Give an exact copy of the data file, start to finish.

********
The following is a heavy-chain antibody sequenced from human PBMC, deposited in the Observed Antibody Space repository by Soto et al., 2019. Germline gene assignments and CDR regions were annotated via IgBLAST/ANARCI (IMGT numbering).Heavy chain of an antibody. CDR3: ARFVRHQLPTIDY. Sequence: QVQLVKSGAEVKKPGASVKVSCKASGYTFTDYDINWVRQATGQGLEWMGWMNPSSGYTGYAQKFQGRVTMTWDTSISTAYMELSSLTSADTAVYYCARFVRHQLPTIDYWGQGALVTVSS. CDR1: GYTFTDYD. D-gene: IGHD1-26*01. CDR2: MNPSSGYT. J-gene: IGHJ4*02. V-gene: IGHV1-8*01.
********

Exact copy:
The following is a heavy-chain antibody sequenced from human PBMC, deposited in the Observed Antibody Space repository by Soto et al., 2019. Germline gene assignments and CDR regions were annotated via IgBLAST/ANARCI (IMGT numbering).Heavy chain of an antibody. CDR3: ARFVRHQLPTIDY. Sequence: QVQLVKSGAEVKKPGASVKVSCKASGYTFTDYDINWVRQATGQGLEWMGWMNPSSGYTGYAQKFQGRVTMTWDTSISTAYMELSSLTSADTAVYYCARFVRHQLPTIDYWGQGALVTVSS. CDR1: GYTFTDYD. D-gene: IGHD1-26*01. CDR2: MNPSSGYT. J-gene: IGHJ4*02. V-gene: IGHV1-8*01.